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“When you put your hand in a flowing stream, you touch the last that has gone before and the first of what is still to come.” – Leonardo da Vinci
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We’ll get to earnings in a sec, but just wanted to note that Retail Sales came in significantly weaker than expected falling 1.0% m/m versus forecasts for a decline of 0.5%. It was a similar size miss after stripping out Autos, but Ex Autos and Gas the decline wasn’t quite as small as expected (-0.3% vs -0.6%). Import Prices also fell 0.6% m/m versus forecasts for a decline of -0.1%. Futures have been little changed on the news. Do you think the Fed will take any of this into account?
Well, it looks like earnings season has kicked off on a positive note. Of the six companies reporting this morning, all of them topped EPS forecasts, and PNC was the only one that had weaker-than-expected revenues. Even here, though, the miss was extremely narrow. All six stocks that have reported are also trading higher in the pre-market, but the star of the show so far has been JPMorgan Chase (JPM), which is trading up 6% as we write this. That’s an impressive gain! Looking through our Earnings Database, there has never been a time since 2000 when JPM gapped up 6% or more in reaction to earnings. Heading into today, the record for the largest opening gap in JPM in reaction to earnings was on 7/17/08.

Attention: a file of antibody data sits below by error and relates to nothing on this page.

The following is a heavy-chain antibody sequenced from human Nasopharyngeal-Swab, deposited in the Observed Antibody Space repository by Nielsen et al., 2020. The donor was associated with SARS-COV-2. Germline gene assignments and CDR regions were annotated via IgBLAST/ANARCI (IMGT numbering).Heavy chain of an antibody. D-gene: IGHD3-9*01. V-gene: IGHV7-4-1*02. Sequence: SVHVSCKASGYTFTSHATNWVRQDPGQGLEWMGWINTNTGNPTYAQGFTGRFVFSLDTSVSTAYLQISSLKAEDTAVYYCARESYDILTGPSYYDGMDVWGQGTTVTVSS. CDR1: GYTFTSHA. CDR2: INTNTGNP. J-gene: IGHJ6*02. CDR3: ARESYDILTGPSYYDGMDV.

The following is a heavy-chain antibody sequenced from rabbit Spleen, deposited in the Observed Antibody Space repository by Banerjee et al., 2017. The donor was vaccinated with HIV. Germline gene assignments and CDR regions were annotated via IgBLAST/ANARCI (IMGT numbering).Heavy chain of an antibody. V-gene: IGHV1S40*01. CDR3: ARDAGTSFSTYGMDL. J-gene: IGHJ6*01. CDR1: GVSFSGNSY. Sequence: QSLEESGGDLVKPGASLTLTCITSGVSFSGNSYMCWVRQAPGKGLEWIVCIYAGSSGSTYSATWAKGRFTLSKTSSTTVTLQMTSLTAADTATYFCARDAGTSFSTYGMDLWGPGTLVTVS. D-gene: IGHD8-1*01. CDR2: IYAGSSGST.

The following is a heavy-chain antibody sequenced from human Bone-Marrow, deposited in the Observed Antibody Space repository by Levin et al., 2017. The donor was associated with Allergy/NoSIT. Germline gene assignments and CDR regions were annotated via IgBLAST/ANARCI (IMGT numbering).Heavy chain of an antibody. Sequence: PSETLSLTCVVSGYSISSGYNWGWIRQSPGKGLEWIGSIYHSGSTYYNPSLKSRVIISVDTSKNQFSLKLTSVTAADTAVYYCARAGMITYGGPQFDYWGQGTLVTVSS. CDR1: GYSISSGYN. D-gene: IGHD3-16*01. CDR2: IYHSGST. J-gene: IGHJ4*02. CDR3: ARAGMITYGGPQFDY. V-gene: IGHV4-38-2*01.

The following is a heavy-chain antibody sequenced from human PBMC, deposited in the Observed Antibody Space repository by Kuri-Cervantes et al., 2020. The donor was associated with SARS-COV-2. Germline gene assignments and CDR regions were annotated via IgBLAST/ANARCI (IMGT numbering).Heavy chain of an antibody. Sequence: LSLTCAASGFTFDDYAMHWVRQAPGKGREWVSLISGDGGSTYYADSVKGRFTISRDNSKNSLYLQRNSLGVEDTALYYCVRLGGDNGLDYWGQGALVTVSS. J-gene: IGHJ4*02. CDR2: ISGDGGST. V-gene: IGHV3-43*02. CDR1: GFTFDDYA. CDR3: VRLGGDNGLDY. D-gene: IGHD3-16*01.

Back after that July 2008 report, JPM’s CFO Michael Cavanaugh reported that losses in its home equity business were less than expected, and while he noted that, “It’s too early to declare victory”, he added that “The trend of deterioration may be slowing a bit here.” That type of positive tone helped investors breathe a sigh of relief, but you don’t need the chart below to remind you that the trend of deterioration was only about to get worse. In other words, back then, like now, it was important to stay on top of trends and developments in the market and not become dogmatic based on a single metric or point in time. Like a river, the market is always moving, and especially in the rapids, if you don’t move with it, you’re guaranteed to go overboard.
Speaking of the chart below, the red dots indicate each time since 2000 that JPM rallied 5% on its earnings reaction day, and if today’s gain holds, it will be the first time in more than a decade that the stock has rallied that much on an earnings reaction day. The period since 2000 for JPM can be divided into two distinct periods. First, from 2000 through 2012, the stock was essentially range bound with the upper bound capped in the mid-30s. In 2013, the stock broke out of that range and rose nearly four-fold over the next nine years. What’s interesting, though, is that not a single one of the stock’s prior 5%+ rallies in reaction to earnings occurred during that nine-year leg higher, but there were six occurrences in the 12-year period where the stock did nothing.
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